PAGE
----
Romain Veillon
  • <a href="http://romainveillon.com/" target="_blank">Romain Veillon</a> has been intrigued by abandoned places since a very young age. Driven by a curiosity and a want to explore, he started visiting some.
    Romain Veillon
  • “I loved to wander in an old castle near my school or in the warehouses that used to belong to my grandmother,” Veillon, 31, of Paris, told ABC News. “Every time I saw an old farm or factory, I had to see what I could find there.”
    Romain Veillon
  • With every new rundown place he saw, his curiosity piqued.
    Romain Veillon
  • “I remember that maybe once a week, I passed in front of the Molitor swimming pool and that I would kill to see what was inside, a dream I reached a few years later just before it was renovated,” he said.
    Romain Veillon
  • Each place has a story, Veillon says, which is why he continues to seek out areas he has not visited.
    Romain Veillon
  • “You can try to imagine what stories hide behind every object and what was the life or the work of these people,” he said. “I feel like I am the last witness of a slice of a time soon lost forever.”
    Romain Veillon
  • Once he started visiting vacant buildings, his interest continued to grow. Veillon then decided to document his discoveries, as well as travel to visit places all over.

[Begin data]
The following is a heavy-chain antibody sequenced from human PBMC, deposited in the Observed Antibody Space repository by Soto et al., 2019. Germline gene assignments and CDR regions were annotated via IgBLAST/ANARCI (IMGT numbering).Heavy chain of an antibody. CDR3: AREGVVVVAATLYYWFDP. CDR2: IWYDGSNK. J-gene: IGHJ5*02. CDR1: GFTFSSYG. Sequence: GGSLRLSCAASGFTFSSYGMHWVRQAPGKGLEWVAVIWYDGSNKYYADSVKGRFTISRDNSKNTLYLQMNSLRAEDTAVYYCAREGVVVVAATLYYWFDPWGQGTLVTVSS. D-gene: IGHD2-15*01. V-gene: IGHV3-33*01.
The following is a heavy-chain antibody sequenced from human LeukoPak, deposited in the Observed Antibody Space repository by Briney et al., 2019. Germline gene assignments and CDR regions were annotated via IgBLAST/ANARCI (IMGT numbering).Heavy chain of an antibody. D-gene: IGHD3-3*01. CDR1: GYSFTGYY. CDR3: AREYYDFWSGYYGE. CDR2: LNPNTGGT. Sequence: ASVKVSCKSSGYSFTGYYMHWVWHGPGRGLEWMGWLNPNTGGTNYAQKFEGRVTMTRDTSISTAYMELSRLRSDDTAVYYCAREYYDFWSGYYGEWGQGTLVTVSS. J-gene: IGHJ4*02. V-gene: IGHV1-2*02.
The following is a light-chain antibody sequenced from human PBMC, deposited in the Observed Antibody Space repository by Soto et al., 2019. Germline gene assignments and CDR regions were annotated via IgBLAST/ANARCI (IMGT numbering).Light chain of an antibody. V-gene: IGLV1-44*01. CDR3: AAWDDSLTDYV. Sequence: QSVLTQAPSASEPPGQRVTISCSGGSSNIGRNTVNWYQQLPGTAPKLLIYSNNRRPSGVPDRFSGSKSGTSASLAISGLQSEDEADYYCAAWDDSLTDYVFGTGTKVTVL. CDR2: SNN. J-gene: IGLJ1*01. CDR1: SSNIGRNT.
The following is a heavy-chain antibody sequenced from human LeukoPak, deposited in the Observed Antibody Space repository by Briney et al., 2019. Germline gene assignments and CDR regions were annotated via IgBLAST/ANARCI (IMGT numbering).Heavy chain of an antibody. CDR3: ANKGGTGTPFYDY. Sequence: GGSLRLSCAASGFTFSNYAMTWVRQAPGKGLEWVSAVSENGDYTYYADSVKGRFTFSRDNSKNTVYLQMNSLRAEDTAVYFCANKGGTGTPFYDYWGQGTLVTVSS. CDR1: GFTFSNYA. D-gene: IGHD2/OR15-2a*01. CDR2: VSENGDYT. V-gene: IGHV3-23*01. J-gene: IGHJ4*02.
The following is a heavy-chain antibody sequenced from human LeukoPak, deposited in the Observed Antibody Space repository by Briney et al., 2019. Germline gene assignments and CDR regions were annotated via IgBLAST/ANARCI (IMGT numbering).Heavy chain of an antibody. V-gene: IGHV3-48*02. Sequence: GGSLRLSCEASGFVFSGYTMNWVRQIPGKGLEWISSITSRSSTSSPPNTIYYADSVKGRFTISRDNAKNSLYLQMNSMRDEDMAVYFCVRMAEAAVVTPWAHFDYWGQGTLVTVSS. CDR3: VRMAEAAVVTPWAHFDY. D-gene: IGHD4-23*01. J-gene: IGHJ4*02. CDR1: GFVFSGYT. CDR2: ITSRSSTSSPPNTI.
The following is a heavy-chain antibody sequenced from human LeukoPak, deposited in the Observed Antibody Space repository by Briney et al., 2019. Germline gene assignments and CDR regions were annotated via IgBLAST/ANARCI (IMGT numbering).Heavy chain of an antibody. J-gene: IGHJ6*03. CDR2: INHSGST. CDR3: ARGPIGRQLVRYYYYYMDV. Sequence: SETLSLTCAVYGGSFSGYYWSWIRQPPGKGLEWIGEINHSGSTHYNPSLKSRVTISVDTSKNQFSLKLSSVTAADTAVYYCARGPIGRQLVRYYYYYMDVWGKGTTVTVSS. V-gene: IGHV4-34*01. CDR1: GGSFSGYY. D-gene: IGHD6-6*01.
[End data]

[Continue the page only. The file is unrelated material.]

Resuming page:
Romain Veillon
  • “Photography became equally important as the exploration itself [sic],” he said. “I was also fascinated by the architectural history, I started to have an esthetic approach of the chaos that emerges from decay; especially playing with the light to bring back life in these places forgotten by everybody.”
    Romain Veillon
  • Veillon was not taught how to shoot and had not considered himself a photographer. He started to pick up photography because he wanted to bring back memories from where he traveled.
    Romain Veillon
  • Meeting people that had a passion for exploration and held an artistic view also helped him grow his creative hobby.
    Romain Veillon
  • While searching for places, he found others who shared his love to visit these old places. “With time, you also make friends who can help you in your search for decay,” he said. “With time you also make friends who can help you in your search for decay,” he said. “Some people I never met also contact me just to tell they have an abandoned building near their home or work."
    Romain Veillon
  • After years of delving into deteriorated architecture he trained his eye to see in a new way.
    Romain Veillon
  • Since gathering quite a bit of work he has begun working with a gallery in Paris to have a show. He is also has contacts in publishing, so a book is always a possibility.
    Romain Veillon
  • Getting published or having a gallery is not what keeps him searching for blighted buildings. “Exploring abandoned place is fascinating to me mostly because it makes you travel in time,” he said.
    Romain Veillon
  • “The thing is that I really want to stay focus on what I love, discovering and shooting abandoned historic places around the world,” he said. “Places that tell a story." More of Romain's work can be found on his <a href="https://www.facebook.com/veillonromain" target="_blank">Facebook page</a>.
    Romain Veillon